Social media refers to the means of interactions among people in which they create, share, exchange and comment contents among themselves in virtual communities and networks. Andreas Kaplan - http://en.wikipedia.org/wiki/Social_media
If this definition is to be believed then social media has been going on much before the likes of MySpace in 2003. I think it even pre-dates the internet. A tweet from @Documentally a little while ago got me thinking about when I started my journey into Social Media.
If you include the CB radio, I've been experimenting with social networks for the last 30 years.
— Documentally (@Documentally) November 2, 2012
I had never thought about the CB radio as a social network, but of cause it is. You created an identity (a handle), you broadcast to the world (or the little bit of the world your 'rig' could manage), talked with friends in the 'real world' and found new CB only friends (One Nine a Roger?). You could chat with a friend on a specific channel (hashtag?), but anyone within reach could jump in and join the conversation.
I got a CB radio in the summer of 1992 if memory serves. I'd saved up for the equipment myself and my parents let me get on with it. They understood I could talk to people on the CB, but probably didn't think about the fact I could talk (or simply just be heard) by anyone within the area with the right equipment.
Conversations would often be interrupted, sometimes by people wanting to chat, other times by people wanting to disrupt. They'd jump in and swear, transmit over others, tell us to leave 'their' channel. My friends and I came up with an ingenious series of words which when spoken would tell those in the know which channel to change to. It was our attempt to block the disruptive user.
It was an unwritten rule that you never gave your real name, address,school or where you were going to meet up out on the air. Anyone could be listening! We knew our lessons from school about stranger danger.
In late 1994 I finally had access to my first home computer, and shortly afterwards a modem. I loved viewing all the webpages the net had to offer, but after a while reading most of the (usually text on a grey background) pages I could find on subjects that interested me most I wanted something more. Very few of my circle of friends had email, so I turned to a service called IRC - Internet Relay Chat.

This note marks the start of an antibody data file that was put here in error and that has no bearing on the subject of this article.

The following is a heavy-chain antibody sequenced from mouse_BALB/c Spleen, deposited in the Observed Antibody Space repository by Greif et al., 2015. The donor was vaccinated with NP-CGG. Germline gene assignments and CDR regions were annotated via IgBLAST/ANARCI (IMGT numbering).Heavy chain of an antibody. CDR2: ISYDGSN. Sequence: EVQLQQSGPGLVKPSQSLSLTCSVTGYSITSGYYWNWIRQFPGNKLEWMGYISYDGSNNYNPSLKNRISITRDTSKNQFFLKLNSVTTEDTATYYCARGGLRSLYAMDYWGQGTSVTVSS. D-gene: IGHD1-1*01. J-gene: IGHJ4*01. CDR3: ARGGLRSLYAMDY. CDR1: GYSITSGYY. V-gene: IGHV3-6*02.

In many ways IRC was like the CB. Public chat rooms called channels where people could broadcast freely. I'd join a channel about music and talk to like minded individuals about their likes and dislikes, who they were going to see live, and they might recommend a website for more information. Again, even then, I always kept personal details to myself. Never giving more away than my first name and which city I lived near. When a user first annoyed me, I quickly found the command to /ignore.
Once again, my parents had no idea what I was up to. It was a world they didn't know much about but I was quiet, happy, and not getting myself into trouble. Or at least that's what they thought.
Thankfully I never really did get myself into any trouble. Yes, people occasionally called me names. Yes, people wanted me to go into private chats. However as a young individual entering a new world, I can't say I ever came to any harm. However looking back now, if I had got myself into trouble, I'm really not sure who I would have turned to.
Fast forward to today, and I am truly connected 24/7. Computer, tablet, TV, smart phone, GPS. Email, websites, social networks, skype. The rules which I gave myself on the CB, and my first entry into internet chat rooms are still the ones I mainly live by today. Unless I know people offline they see limited information about me online. Never enough to find me, and rarely enough to poke fun at me.
As a parent myself now to two children, I try to keep up with the social media trends. They are both still in primary school, so it's mainly about mushi monsters and other game based networks at the moment. I want to keep them safe but show trust, and allow some freedom. I'd like to be more involved in their online lives than my parents were. I've started them with a blog each, where we have three important rules. Don't post anyone's personal details, don't post anyone's picture, and be positive!
My kids know that if anything were to upset them, or make them feel uncomfortable online. They could go straight to me, or another trusted adult. They know they won't be in trouble and that I'll listen and explain how to make sure it doesn't happen again. They also know that I'll speak to someone who can help, if I can't fix it myself.
I believe parents owe it to their kids to keep as up to date as they can with the technology their children take for granted.
Today social media sites generally take a more serious approach to safety. Most have easily accessible reporting mechanisms. There are organisations like CEOP, The UK Safer Internet Centre, and the Internet Watch Foundation, none of which were around when I was a kid. Technology is more readily available today than it's ever been, but it really shouldn't be feared.
Photo by Cubwolf and used under creative commons.
IrritableTech is an educational ICT support specialist. Dealing with daily irritations of technology but somehow getting it to work; until it breaks. Passionate about using technology to improve teaching and learning, whilst keeping in mind eSafety, data security and our digital footprints.
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